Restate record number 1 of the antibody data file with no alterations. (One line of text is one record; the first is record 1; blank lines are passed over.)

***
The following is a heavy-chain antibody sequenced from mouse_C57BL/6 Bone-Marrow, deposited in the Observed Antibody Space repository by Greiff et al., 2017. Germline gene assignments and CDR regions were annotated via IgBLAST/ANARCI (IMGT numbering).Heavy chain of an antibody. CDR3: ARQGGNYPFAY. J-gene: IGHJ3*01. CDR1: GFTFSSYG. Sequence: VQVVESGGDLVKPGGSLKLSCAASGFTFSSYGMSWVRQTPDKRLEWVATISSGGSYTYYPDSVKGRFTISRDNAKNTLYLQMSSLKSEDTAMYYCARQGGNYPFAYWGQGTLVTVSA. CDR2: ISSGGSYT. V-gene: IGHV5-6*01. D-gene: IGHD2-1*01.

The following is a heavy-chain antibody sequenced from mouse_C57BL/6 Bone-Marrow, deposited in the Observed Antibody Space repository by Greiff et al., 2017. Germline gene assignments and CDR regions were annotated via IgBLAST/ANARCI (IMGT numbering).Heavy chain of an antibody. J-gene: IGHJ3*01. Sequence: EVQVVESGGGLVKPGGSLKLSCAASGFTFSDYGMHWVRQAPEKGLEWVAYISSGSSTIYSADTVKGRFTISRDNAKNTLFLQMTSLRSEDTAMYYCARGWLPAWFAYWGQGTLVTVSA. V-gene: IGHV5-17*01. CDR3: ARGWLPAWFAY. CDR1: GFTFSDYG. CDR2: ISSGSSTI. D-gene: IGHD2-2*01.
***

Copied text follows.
The following is a heavy-chain antibody sequenced from mouse_C57BL/6 Bone-Marrow, deposited in the Observed Antibody Space repository by Greiff et al., 2017. Germline gene assignments and CDR regions were annotated via IgBLAST/ANARCI (IMGT numbering).Heavy chain of an antibody. CDR3: ARQGGNYPFAY. J-gene: IGHJ3*01. CDR1: GFTFSSYG. Sequence: VQVVESGGDLVKPGGSLKLSCAASGFTFSSYGMSWVRQTPDKRLEWVATISSGGSYTYYPDSVKGRFTISRDNAKNTLYLQMSSLKSEDTAMYYCARQGGNYPFAYWGQGTLVTVSA. CDR2: ISSGGSYT. V-gene: IGHV5-6*01. D-gene: IGHD2-1*01.